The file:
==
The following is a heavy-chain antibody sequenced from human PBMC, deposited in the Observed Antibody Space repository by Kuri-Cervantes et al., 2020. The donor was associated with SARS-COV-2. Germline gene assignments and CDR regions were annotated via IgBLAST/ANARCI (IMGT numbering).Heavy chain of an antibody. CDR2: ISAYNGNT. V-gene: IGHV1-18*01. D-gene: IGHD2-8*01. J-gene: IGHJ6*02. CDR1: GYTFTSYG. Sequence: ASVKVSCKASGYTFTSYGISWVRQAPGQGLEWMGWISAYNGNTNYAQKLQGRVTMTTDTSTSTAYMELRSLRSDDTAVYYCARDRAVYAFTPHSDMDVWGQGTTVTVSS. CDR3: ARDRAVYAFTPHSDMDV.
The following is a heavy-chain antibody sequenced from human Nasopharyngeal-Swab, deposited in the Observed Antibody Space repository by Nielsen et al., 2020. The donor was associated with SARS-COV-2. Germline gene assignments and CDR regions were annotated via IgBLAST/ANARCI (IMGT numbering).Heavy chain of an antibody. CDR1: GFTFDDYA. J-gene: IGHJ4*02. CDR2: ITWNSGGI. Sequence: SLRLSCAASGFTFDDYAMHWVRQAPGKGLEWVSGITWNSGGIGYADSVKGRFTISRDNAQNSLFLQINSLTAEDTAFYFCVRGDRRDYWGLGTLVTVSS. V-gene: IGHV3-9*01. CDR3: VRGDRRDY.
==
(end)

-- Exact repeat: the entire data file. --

The following is a heavy-chain antibody sequenced from human PBMC, deposited in the Observed Antibody Space repository by Kuri-Cervantes et al., 2020. The donor was associated with SARS-COV-2. Germline gene assignments and CDR regions were annotated via IgBLAST/ANARCI (IMGT numbering).Heavy chain of an antibody. CDR2: ISAYNGNT. V-gene: IGHV1-18*01. D-gene: IGHD2-8*01. J-gene: IGHJ6*02. CDR1: GYTFTSYG. Sequence: ASVKVSCKASGYTFTSYGISWVRQAPGQGLEWMGWISAYNGNTNYAQKLQGRVTMTTDTSTSTAYMELRSLRSDDTAVYYCARDRAVYAFTPHSDMDVWGQGTTVTVSS. CDR3: ARDRAVYAFTPHSDMDV.
The following is a heavy-chain antibody sequenced from human Nasopharyngeal-Swab, deposited in the Observed Antibody Space repository by Nielsen et al., 2020. The donor was associated with SARS-COV-2. Germline gene assignments and CDR regions were annotated via IgBLAST/ANARCI (IMGT numbering).Heavy chain of an antibody. CDR1: GFTFDDYA. J-gene: IGHJ4*02. CDR2: ITWNSGGI. Sequence: SLRLSCAASGFTFDDYAMHWVRQAPGKGLEWVSGITWNSGGIGYADSVKGRFTISRDNAQNSLFLQINSLTAEDTAFYFCVRGDRRDYWGLGTLVTVSS. V-gene: IGHV3-9*01. CDR3: VRGDRRDY.